While I am pleased that a Socialist and Democrat was elected President of the European Parliament on the first ballot – 387 for Schulz, 142 for the ECR’s Nerj Deva and 141 for Diana Wallis, a Lib-Dem and one of the sitting parliamentary Vice-Presidents – the way in which the election was contested caused concern.

First and foremost, nothing was done to address the accusation that the election process is a stitch-up between the two largest political groups in the European Parliament, the European People’s Party (EPP) and the S & D Group. At the beginning of the current mandate in 2009, the EPP and the S & D did a deal whereby the EPP would hold the President position for the first half of the five year parliament then the S & D would take over. Such deals are always taken seriously and almost always hold, as happened today.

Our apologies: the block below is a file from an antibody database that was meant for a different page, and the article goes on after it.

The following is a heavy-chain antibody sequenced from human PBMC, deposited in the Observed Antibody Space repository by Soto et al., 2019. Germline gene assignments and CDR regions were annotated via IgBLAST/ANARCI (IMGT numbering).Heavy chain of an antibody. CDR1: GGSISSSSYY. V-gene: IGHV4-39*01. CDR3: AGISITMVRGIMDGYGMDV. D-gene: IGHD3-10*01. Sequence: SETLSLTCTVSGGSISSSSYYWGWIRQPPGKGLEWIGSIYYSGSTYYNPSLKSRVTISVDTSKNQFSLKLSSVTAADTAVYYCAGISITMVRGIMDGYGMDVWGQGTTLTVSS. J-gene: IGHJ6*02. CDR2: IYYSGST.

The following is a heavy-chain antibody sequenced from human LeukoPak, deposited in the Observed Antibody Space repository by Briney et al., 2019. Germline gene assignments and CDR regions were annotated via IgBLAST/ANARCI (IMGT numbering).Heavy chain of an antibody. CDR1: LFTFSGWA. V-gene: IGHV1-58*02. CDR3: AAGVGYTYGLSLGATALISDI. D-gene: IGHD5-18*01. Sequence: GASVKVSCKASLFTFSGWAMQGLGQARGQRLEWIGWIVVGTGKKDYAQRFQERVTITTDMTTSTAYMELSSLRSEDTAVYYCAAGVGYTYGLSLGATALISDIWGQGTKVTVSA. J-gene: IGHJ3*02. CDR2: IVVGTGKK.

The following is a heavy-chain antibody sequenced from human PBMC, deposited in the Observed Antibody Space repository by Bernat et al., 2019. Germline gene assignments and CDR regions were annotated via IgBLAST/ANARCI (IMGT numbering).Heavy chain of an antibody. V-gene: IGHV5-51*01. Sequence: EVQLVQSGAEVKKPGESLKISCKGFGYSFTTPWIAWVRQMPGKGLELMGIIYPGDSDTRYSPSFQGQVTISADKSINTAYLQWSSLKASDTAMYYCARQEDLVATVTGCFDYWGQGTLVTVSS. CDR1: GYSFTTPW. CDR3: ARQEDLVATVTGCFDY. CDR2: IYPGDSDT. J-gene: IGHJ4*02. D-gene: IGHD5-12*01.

Such a way of operating leaves the smaller groups out in the cold, and makes it difficult for members of the two big groups to vote another way, secret ballot notwithstanding.  It is therefore not really democratic.

The Independent this morning ran a sadly British take on the election of the President of the European Parliament, maintaining that there is an anti-British bias. I’m not too sure that this was indeed the case, in spite of David Cameron’s stupid behaviour at the recent Brussels summit which marginalised the UK as one against 26. I am, however, certain that the European Parliament should stop accepting deals such as the one we saw today if it is to be at all credible.

The same goes for the election for the new Leader of the S & D Group which was called to fill the vacancy caused by Martin Schulz’s elevation. Won by the Austrian Hannes Swoboda, the EPLP candidate, Stephen Hughes did not fare too well, the result being Swoboda 102 and Hughes 37 with the French contender Catherine Trautmann securing 45 votes.

It is time the European Parliament sorted itself out and held open elections. All the political groups should stand a chance of gaining the highest positions. It would, in addition, be good to see more female and ethnic minority faces.